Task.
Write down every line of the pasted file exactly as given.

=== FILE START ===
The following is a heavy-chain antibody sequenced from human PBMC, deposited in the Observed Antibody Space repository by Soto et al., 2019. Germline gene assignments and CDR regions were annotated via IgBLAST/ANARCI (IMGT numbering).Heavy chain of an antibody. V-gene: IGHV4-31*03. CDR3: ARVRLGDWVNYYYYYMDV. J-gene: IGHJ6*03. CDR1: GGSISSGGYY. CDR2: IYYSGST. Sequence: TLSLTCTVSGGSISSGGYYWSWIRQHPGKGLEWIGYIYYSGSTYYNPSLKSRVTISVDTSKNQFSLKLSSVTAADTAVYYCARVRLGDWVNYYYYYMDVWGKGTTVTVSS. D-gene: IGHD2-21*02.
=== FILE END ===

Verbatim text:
The following is a heavy-chain antibody sequenced from human PBMC, deposited in the Observed Antibody Space repository by Soto et al., 2019. Germline gene assignments and CDR regions were annotated via IgBLAST/ANARCI (IMGT numbering).Heavy chain of an antibody. V-gene: IGHV4-31*03. CDR3: ARVRLGDWVNYYYYYMDV. J-gene: IGHJ6*03. CDR1: GGSISSGGYY. CDR2: IYYSGST. Sequence: TLSLTCTVSGGSISSGGYYWSWIRQHPGKGLEWIGYIYYSGSTYYNPSLKSRVTISVDTSKNQFSLKLSSVTAADTAVYYCARVRLGDWVNYYYYYMDVWGKGTTVTVSS. D-gene: IGHD2-21*02.